How a Private Dell Deal Might Go
Update: This article has been edited to correct when Larry Stern saw fliers for Dell on the UT campus. It was not 1981, but some point later in the 1980s.
Dell says that recent talk of a buyout is only speculation, but there’s still a whole lot of speculating going on, including about how a possible deal might work, and what it might mean for Austin.
Standing outside an Apple store in north Austin with a new MacBook Air under his arm, Larry Stern recalls Dell in its early days in the 1980s, when Stern was a student at the University of Texas.
“I remember seeing some of the original fliers, in Dobie and on campus, where you’d pull these little tabs off a piece of paper if you were interested in getting a cheap computer,” Stern said.
He says he wishes he’d bought stock back then, so he could have become a "Dellionaire" -- the name for investors made wealthy by Dell’s success. Customers loved Dell, and competitors copied it. It was flying high in the early 2000s.
But by 2008, the business had started to sour. Dell stock crashed from $25 a share to around $10, where it’s remained for years. That is, until about 10 days ago, when rumors emerged that Michael Dell, along with Microsoft and the private equity firm SilverLake, were planning to buy the company back. Together, they’d take Dell private.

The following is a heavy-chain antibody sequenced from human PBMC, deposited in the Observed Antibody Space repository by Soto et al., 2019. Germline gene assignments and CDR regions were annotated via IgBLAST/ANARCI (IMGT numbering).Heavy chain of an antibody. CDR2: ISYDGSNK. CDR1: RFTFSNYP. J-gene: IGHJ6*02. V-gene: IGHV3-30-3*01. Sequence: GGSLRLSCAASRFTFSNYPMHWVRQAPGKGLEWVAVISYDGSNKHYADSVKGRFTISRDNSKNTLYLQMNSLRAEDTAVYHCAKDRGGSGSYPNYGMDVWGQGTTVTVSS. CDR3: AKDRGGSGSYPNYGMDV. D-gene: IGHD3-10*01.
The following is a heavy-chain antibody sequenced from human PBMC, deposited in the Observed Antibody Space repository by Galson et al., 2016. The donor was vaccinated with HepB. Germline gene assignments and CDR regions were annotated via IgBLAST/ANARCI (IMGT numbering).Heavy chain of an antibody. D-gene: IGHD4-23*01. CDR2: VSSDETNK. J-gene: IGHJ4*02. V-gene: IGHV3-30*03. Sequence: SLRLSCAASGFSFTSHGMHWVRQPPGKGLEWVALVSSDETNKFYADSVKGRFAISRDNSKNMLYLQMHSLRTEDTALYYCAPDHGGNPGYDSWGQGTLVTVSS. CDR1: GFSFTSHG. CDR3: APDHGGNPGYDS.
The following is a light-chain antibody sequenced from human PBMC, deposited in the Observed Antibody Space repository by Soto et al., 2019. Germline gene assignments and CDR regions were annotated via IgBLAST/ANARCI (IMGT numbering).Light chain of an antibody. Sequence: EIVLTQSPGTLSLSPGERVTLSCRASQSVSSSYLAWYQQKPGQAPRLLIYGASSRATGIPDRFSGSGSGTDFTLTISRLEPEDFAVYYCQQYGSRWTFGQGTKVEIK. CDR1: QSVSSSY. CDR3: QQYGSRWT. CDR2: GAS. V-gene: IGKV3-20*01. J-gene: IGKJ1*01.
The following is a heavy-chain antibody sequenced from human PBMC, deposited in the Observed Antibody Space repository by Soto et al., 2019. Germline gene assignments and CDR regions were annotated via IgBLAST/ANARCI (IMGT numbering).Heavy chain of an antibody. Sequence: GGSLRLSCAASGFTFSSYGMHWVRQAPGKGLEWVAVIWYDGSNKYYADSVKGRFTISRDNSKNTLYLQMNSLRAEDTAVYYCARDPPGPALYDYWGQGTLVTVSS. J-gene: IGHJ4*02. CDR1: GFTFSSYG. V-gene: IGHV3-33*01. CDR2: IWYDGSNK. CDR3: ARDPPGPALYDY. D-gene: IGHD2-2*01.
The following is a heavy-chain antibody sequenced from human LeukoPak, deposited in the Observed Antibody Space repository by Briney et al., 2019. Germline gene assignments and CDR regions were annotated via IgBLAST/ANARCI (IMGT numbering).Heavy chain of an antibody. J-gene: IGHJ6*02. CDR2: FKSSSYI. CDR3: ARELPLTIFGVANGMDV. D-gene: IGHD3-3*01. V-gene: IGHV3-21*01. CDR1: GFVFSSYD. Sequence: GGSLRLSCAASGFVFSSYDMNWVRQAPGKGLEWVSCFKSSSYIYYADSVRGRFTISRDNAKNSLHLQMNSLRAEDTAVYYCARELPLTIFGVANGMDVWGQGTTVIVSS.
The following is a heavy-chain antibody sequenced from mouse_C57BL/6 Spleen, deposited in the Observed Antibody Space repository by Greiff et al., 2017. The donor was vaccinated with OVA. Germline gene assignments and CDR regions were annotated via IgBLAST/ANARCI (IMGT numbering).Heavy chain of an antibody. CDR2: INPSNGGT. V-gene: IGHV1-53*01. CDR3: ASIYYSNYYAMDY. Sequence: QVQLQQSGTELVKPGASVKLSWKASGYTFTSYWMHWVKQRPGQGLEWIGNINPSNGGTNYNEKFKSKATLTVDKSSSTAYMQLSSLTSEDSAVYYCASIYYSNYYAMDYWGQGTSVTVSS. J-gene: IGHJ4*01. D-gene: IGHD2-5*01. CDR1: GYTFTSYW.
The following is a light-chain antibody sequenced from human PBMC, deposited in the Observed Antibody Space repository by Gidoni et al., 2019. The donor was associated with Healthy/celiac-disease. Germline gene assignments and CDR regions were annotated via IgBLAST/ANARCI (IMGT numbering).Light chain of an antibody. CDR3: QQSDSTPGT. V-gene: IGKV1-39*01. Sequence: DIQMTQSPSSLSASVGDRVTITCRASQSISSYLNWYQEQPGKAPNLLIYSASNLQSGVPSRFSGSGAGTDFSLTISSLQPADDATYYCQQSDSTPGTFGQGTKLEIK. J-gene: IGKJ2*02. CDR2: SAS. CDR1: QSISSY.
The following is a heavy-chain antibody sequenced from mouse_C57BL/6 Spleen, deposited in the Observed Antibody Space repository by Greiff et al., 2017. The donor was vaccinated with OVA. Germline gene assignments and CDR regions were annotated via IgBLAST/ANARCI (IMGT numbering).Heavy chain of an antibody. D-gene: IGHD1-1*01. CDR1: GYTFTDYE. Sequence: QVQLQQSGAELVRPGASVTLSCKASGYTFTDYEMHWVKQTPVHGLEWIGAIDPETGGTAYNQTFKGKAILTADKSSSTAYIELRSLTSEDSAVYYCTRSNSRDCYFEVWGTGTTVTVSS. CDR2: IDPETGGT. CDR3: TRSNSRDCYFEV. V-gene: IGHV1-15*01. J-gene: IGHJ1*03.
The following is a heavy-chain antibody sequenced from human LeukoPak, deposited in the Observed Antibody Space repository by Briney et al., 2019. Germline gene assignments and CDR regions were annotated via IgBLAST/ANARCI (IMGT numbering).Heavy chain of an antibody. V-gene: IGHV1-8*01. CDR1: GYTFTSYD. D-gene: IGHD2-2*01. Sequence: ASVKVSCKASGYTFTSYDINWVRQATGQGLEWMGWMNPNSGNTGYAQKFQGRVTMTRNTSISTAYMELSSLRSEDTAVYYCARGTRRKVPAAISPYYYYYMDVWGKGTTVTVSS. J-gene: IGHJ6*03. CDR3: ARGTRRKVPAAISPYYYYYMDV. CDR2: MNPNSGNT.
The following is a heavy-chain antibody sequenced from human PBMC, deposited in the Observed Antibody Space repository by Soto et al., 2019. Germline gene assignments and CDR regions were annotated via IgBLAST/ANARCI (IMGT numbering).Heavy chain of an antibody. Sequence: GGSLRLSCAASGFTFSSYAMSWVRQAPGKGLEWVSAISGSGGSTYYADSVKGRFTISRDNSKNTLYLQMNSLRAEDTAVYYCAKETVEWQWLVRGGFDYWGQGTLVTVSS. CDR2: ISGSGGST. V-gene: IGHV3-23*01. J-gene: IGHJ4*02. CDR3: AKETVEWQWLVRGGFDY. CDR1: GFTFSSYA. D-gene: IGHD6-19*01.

As a private company, Dell would have to answer to no one but its three owners. No more Securities and Exchange Commission reports or stockholder briefings or analyst conference calls.
“Dell’s volume went down 20 percent in the PC space last year,” said John Doggett, a senior lecturer at UT’s McCombs School of Business. “And when everybody saw that they said, 'holy crap, the company’s falling apart.' If it’s a private company, they don’t have to tell anybody that.”
Doggett says another reason Dell may be considering taking the company private is that its stock price is so low right now. Dell could scoop up the company on the cheap and run it the way he wants to. But that could mean more job losses at the company’s Round Rock headquarters, where employees have seen at least two rounds of layoffs since 2008.
“Most of us who look at Dell expect that if the company goes private, Dell will continue the layoffs that have been going on since August of last year, but there will probably be much larger layoffs because it’s a private company,” Doggett said.
Many investors oppose taking Dell private, because they bought company stock at a much higher price than it’s at now. If Michael Dell buys the company, they’ll be forced to sell their shares at a loss.
Jose Raul Vasquez, a financial blogger, is one of those investors. He said that not only would Dell get the company cheap, he’d also get a bigger piece of it than the 16 percent he now owns.
“If he goes private, his ownership goes up to much more,” Vasquez said. “Say 30, 35 percent to Michael Dell, one-third to Microsoft, and the other third to the private equity firm. Only three big shareholders take the whole company.”
Vasquez thinks that after a few years as a private company, Dell could go public again with an IPO. But instead of creating more Dellionaires, that would make more millions for Dell. Michael Dell.